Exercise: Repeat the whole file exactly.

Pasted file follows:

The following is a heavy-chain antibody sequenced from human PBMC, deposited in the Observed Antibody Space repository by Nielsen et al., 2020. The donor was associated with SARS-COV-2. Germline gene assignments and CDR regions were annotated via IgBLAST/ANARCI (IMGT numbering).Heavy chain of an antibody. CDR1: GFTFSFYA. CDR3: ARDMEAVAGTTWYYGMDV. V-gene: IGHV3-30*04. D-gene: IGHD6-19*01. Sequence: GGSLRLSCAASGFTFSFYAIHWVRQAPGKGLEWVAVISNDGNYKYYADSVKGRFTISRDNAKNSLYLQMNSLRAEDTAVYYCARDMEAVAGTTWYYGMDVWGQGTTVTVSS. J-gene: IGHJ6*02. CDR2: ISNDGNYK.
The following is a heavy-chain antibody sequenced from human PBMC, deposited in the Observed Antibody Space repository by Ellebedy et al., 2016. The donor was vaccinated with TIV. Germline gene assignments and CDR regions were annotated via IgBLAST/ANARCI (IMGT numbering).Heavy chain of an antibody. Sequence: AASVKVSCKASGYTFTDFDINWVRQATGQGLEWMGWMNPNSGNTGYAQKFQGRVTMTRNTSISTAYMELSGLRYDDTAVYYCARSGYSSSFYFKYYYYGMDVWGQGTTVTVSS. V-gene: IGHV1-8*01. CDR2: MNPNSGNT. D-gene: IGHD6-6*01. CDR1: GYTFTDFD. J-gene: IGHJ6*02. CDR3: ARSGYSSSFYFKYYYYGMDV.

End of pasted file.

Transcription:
The following is a heavy-chain antibody sequenced from human PBMC, deposited in the Observed Antibody Space repository by Nielsen et al., 2020. The donor was associated with SARS-COV-2. Germline gene assignments and CDR regions were annotated via IgBLAST/ANARCI (IMGT numbering).Heavy chain of an antibody. CDR1: GFTFSFYA. CDR3: ARDMEAVAGTTWYYGMDV. V-gene: IGHV3-30*04. D-gene: IGHD6-19*01. Sequence: GGSLRLSCAASGFTFSFYAIHWVRQAPGKGLEWVAVISNDGNYKYYADSVKGRFTISRDNAKNSLYLQMNSLRAEDTAVYYCARDMEAVAGTTWYYGMDVWGQGTTVTVSS. J-gene: IGHJ6*02. CDR2: ISNDGNYK.
The following is a heavy-chain antibody sequenced from human PBMC, deposited in the Observed Antibody Space repository by Ellebedy et al., 2016. The donor was vaccinated with TIV. Germline gene assignments and CDR regions were annotated via IgBLAST/ANARCI (IMGT numbering).Heavy chain of an antibody. Sequence: AASVKVSCKASGYTFTDFDINWVRQATGQGLEWMGWMNPNSGNTGYAQKFQGRVTMTRNTSISTAYMELSGLRYDDTAVYYCARSGYSSSFYFKYYYYGMDVWGQGTTVTVSS. V-gene: IGHV1-8*01. CDR2: MNPNSGNT. D-gene: IGHD6-6*01. CDR1: GYTFTDFD. J-gene: IGHJ6*02. CDR3: ARSGYSSSFYFKYYYYGMDV.